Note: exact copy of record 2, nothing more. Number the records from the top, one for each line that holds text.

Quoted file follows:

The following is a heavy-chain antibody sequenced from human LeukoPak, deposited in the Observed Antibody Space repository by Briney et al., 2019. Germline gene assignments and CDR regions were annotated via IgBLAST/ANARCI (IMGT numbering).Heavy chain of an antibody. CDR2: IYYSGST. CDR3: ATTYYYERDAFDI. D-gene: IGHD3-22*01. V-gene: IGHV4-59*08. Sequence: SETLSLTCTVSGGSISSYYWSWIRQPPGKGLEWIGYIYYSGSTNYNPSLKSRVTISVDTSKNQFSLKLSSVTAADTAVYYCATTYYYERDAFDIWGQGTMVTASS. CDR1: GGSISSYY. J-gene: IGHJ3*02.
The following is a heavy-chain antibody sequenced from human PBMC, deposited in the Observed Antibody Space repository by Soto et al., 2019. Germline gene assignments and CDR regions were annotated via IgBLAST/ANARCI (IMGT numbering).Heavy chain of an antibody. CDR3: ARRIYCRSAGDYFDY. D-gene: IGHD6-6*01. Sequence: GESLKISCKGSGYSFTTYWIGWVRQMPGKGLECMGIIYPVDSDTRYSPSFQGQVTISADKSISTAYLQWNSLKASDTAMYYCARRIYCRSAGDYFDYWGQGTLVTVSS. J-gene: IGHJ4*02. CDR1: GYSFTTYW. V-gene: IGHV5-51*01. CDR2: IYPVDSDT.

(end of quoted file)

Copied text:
The following is a heavy-chain antibody sequenced from human PBMC, deposited in the Observed Antibody Space repository by Soto et al., 2019. Germline gene assignments and CDR regions were annotated via IgBLAST/ANARCI (IMGT numbering).Heavy chain of an antibody. CDR3: ARRIYCRSAGDYFDY. D-gene: IGHD6-6*01. Sequence: GESLKISCKGSGYSFTTYWIGWVRQMPGKGLECMGIIYPVDSDTRYSPSFQGQVTISADKSISTAYLQWNSLKASDTAMYYCARRIYCRSAGDYFDYWGQGTLVTVSS. J-gene: IGHJ4*02. CDR1: GYSFTTYW. V-gene: IGHV5-51*01. CDR2: IYPVDSDT.